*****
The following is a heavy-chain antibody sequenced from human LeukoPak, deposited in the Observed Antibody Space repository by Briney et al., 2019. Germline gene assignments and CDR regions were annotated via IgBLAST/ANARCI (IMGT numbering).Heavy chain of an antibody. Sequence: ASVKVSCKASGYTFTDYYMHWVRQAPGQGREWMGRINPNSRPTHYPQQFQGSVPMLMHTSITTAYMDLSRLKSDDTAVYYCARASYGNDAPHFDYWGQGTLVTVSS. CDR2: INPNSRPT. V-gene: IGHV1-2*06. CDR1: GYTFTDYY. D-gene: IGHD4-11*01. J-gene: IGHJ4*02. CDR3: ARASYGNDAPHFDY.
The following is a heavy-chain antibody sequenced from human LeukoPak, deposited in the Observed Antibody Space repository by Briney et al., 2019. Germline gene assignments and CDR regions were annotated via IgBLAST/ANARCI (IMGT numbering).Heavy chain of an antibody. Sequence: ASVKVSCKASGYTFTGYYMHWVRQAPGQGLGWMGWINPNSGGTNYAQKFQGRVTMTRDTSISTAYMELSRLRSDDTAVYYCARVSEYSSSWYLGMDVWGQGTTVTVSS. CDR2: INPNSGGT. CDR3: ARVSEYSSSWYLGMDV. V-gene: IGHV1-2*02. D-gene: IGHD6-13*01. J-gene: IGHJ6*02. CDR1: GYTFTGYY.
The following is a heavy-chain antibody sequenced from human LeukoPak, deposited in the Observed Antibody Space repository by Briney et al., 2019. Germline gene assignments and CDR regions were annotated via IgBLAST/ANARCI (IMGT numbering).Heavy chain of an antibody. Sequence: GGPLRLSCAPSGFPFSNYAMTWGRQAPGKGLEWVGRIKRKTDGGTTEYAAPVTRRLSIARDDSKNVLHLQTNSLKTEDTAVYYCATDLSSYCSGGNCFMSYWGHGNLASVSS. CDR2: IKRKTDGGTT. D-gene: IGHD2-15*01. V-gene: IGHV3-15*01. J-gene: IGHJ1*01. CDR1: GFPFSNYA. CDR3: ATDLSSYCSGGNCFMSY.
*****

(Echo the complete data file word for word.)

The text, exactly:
The following is a heavy-chain antibody sequenced from human LeukoPak, deposited in the Observed Antibody Space repository by Briney et al., 2019. Germline gene assignments and CDR regions were annotated via IgBLAST/ANARCI (IMGT numbering).Heavy chain of an antibody. Sequence: ASVKVSCKASGYTFTDYYMHWVRQAPGQGREWMGRINPNSRPTHYPQQFQGSVPMLMHTSITTAYMDLSRLKSDDTAVYYCARASYGNDAPHFDYWGQGTLVTVSS. CDR2: INPNSRPT. V-gene: IGHV1-2*06. CDR1: GYTFTDYY. D-gene: IGHD4-11*01. J-gene: IGHJ4*02. CDR3: ARASYGNDAPHFDY.
The following is a heavy-chain antibody sequenced from human LeukoPak, deposited in the Observed Antibody Space repository by Briney et al., 2019. Germline gene assignments and CDR regions were annotated via IgBLAST/ANARCI (IMGT numbering).Heavy chain of an antibody. Sequence: ASVKVSCKASGYTFTGYYMHWVRQAPGQGLGWMGWINPNSGGTNYAQKFQGRVTMTRDTSISTAYMELSRLRSDDTAVYYCARVSEYSSSWYLGMDVWGQGTTVTVSS. CDR2: INPNSGGT. CDR3: ARVSEYSSSWYLGMDV. V-gene: IGHV1-2*02. D-gene: IGHD6-13*01. J-gene: IGHJ6*02. CDR1: GYTFTGYY.
The following is a heavy-chain antibody sequenced from human LeukoPak, deposited in the Observed Antibody Space repository by Briney et al., 2019. Germline gene assignments and CDR regions were annotated via IgBLAST/ANARCI (IMGT numbering).Heavy chain of an antibody. Sequence: GGPLRLSCAPSGFPFSNYAMTWGRQAPGKGLEWVGRIKRKTDGGTTEYAAPVTRRLSIARDDSKNVLHLQTNSLKTEDTAVYYCATDLSSYCSGGNCFMSYWGHGNLASVSS. CDR2: IKRKTDGGTT. D-gene: IGHD2-15*01. V-gene: IGHV3-15*01. J-gene: IGHJ1*01. CDR1: GFPFSNYA. CDR3: ATDLSSYCSGGNCFMSY.